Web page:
Job-killing mad­ness

Chas­ing for­eign in­vest­ment out of the U.S. is

The Washington Times Daily - - Opinion - By Richard W. Rahn

Most peo­ple in­tu­itively un­der­stand that job cre­ation re­quires cap­i­tal in­vest­ment, but many in the Obama ad­min­is­tra­tion and in Congress seem to have missed this ba­sic fact of eco­nomic life. As the late Jack Kemp used to say, “How many truck driv­ers would you have if no­body had money to buy trucks?” There are nu­mer­ous stud­ies that try to mea­sure the cost of the av­er­age job, but a fig­ure of $225,000 on av­er­age is in the ball­park.

There has been much dis­cus­sion in the press about all of the new jobkilling en­vi­ron­men­tal reg­u­la­tions com­ing out of the ad­min­is­tra­tion, such as the re­stric­tions on coal plants and oil and gas drilling. The press has been less fo­cused on the job killing that stems from all of the new fi­nan­cial reg­u­la­tions, which may end up elim­i­nat­ing tens of mil­lions of jobs. An ex­ag­ger­a­tion you may say, but think about the fol­low­ing: The Dodd-frank bank reg­u­la­tion bill was more than 2,000 pages long, with tens of thou­sands of im­pend­ing reg­u­la­tions in the pipe­line.

As­sume for mo­ment you are the head of a small com­mu­nity bank. You have two-dozen em­ploy­ees. The gov­ern­ment then sends you many thou­sands of pages of new reg­u­la­tions. Who in your bank is go­ing to be able to read and un­der­stand all of this and then set up the pro­ce­dures for com­ply­ing with all the new reg­u­la­tions? The gov­ern­ment says hire lawyers and ac­coun­tants to give the nec­es­sary in­for­ma­tion and set up the com­pli­ance sys­tems. But lawyers and ac­coun­tants are very ex­pen­sive, and your bank may not be able to af­ford them and still make a profit. So the bank is left with the choice of go­ing out of busi­ness or sell­ing out to a larger bank. This, in turn, leads to more con­cen­tra­tion and less com­pe­ti­tion in the bank­ing in­dus­try and adds to the prob­lem of “too big to fail.” As the costs of reg­u­la­tion grow, banks are forced to charge higher and higher fees in or­der to stay in busi­ness, and they make fewer loans, which means fewer trucks and truck driv­ers, and less of ev­ery­thing else, in­clud­ing jobs.

But it only gets worse. In a mind­lessly stupid at­tempt to try to get a few bil­lion more dol­lars in tax rev­enue, the gov­ern­ment has put a large share of for­eign in­vest­ment that comes into the U.S. and mil­lions of the re­sult­ing jobs at risk. The new rules (in­clud­ing the For­eign Ac­counts Tax Com­pli­ance Act) are so vague, com­plex and costly to ad­min­is­ter that for­eign fi­nan­cial in­sti­tu­tions are ceas­ing to al­low Amer­i­cans to open ac­counts and are re­fus­ing to in­vest in the United States. Amer­i­cans liv­ing abroad are par­tic­u­larly hard hit and have come to­gether un­der a vol­un­teer or­ga­ni­za­tion, Amer­i­can Cit­i­zens Abroad, which cor­rectly notes: “For­eign in­vest­ment in the U.S. amounts to $21 tril­lion, and $11 tril­lion of this is in­vested in U.S. se­cu­ri­ties. A KPMG sur­vey in­di­cates only 36 per­cent of fi­nan­cial in­sti­tu­tions will com­ply with [the tax com­pli­ance act], leav­ing 64 per­cent still con­sid­er­ing di­vest­ing out of U.S. se­cu­ri­ties. If even a frac­tion of those for­eign in­vestors di­vest, the loss to the U.S. would be in the tril­lions of dol­lars. This, at a time when the U.S. econ­omy des­per­ately needs more for­eign in­vest­ment, not less.”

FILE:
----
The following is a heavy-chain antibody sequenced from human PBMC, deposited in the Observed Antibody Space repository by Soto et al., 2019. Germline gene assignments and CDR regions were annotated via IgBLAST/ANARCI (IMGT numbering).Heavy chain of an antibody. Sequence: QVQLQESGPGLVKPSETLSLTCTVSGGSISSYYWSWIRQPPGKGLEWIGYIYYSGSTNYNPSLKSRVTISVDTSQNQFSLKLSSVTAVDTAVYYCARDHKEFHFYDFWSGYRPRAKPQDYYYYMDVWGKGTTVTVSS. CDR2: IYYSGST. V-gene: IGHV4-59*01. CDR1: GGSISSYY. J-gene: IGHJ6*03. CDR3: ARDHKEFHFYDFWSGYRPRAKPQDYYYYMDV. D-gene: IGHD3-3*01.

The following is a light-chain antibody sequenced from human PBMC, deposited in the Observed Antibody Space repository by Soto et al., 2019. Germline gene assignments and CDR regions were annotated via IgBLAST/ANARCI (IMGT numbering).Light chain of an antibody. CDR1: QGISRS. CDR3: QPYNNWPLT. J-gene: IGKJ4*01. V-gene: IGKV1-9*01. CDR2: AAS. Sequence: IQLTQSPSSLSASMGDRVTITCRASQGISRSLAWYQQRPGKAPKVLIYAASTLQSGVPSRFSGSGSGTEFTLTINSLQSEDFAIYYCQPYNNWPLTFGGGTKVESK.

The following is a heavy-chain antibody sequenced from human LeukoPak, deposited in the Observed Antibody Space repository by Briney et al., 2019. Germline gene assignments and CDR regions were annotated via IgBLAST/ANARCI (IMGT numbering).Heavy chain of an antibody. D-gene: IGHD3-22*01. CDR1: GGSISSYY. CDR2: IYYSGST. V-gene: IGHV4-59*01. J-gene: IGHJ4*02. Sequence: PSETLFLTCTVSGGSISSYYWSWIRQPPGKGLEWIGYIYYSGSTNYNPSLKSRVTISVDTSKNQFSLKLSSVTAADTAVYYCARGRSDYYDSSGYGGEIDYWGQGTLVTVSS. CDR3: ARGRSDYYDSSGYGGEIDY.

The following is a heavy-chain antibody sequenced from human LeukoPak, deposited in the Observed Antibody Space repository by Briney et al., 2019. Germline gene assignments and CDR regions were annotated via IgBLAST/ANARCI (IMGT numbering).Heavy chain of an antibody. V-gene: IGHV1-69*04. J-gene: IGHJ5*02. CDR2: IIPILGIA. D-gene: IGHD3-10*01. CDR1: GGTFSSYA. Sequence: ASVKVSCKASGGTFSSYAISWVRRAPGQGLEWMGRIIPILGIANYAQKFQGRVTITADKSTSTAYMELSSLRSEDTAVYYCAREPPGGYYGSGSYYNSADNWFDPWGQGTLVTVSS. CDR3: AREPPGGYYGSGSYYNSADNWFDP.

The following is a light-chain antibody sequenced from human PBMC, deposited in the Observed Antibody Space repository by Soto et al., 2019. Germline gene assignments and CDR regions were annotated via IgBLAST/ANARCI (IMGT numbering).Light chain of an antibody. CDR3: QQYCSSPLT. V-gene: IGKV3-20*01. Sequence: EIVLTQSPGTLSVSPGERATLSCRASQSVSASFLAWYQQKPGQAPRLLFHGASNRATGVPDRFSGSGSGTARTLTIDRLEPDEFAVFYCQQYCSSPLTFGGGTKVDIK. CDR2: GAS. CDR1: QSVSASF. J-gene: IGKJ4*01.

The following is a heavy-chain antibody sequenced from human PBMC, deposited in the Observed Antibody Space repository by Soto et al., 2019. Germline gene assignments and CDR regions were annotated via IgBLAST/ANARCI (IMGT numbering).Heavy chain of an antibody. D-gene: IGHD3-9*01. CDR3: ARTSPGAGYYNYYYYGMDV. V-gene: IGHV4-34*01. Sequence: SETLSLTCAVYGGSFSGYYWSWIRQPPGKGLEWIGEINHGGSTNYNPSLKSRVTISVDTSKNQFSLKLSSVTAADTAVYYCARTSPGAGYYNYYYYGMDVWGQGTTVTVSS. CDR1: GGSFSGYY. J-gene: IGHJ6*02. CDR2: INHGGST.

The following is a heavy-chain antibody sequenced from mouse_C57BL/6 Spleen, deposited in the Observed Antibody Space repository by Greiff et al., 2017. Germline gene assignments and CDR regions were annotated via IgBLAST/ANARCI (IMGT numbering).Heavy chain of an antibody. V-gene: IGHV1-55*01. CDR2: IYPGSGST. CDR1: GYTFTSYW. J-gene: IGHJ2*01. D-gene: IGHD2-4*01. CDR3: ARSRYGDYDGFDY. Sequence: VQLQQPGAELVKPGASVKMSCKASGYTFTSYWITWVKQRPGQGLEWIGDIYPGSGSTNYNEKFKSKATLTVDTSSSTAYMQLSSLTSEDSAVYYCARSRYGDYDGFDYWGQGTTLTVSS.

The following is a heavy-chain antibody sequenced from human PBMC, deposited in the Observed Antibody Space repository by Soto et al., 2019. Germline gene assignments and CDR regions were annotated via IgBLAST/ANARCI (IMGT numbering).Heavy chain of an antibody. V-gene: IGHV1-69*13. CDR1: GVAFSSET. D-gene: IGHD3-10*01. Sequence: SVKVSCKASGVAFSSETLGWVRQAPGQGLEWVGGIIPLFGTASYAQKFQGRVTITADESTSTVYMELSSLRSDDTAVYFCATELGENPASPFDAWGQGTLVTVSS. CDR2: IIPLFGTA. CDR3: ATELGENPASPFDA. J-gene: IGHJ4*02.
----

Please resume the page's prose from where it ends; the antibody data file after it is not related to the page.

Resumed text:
As a rough rule of thumb, each $1 tril­lion of in­vest­ment might well ac­count for 5 mil­lion new jobs. Most coun­tries, in­clud­ing the United States in the past, do ev­ery­thing they can to at­tract for­eign in­vest­ment. But now the folks at the Jus­tice Depart­ment and the In­ter­nal Rev­enue Ser­vice are do­ing ev­ery­thing they can to drive for­eign in­vest­ment out of the U.S. For in­stance, the Jus­tice Depart­ment is at­tack­ing banks in Switzer­land where some of their Amer­i­can clients are ac­cused of not declar­ing all of their in­come. Rather than fo­cus­ing on the tax­pay­ers who may not have paid the tax due, Jus­tice de­cided to go af­ter the for­eign banks and their ex­ec­u­tives with both civil and crim­i­nal charges — even though these banks were to­tally com­pli­ant with their own coun­try’s laws and have no U.S op­er­a­tions. As a re­sult, for­eign fi­nan­cial in­sti­tu­tions are in­creas­ingly fear­ful of hav­ing any­thing to do with the United States, in­clud­ing in­vest­ing.

Ex­tend­ing U.S. law to for­eign coun­tries and in­sti­tu­tions is dan­ger­ous be­cause it puts all U.S. cit­i­zens and busi­nesses at risk. For­eign gov­ern­ments can now ar­gue that their laws should ap­ply in the United States. If some­one pub­lishes an ar­ti­cle or car­toon in the U.S. that a Mus­lim gov­ern­ment finds of­fen­sive, should that gov­ern­ment be able to ar­rest that per­son in this coun­try or when that per­son trav­els out­side the U.S.? If a for­eign vis­i­tor from a coun­try with strict gun laws legally pur­chases a gun in the United States but does not take it back to his home coun­try, should his coun­try be able to ar­rest him and the U.S. re­tailer who sold the gun? The point is that sov­er­eign coun­tries quite rightly have dif­fer­ent laws, in­clud­ing tax and bank­ing laws. If the U.S. con­tin­ues to try to ex­tend our laws be­yond our borders, we are ask­ing for trou­ble. It is al­ready caus­ing great re­sent­ment to­ward the United States and will re­sult in mil­lions of lost jobs.

The For­eign Ac­counts Tax Com­pli­ance Act and re­lated reg­u­la­tions are passed, pro­mul­gated and im­ple­mented by de­struc­tive, small-minded peo­ple who can­not think be­yond Stage One and have lit­tle ap­pre­ci­a­tion for eco­nomic lib­erty, op­por­tu­nity and growth. Their ac­tions are caus­ing all of the rest of us to suf­fer.

Newspapers in English

Newspapers from USA

© PressReader. All rights reserved.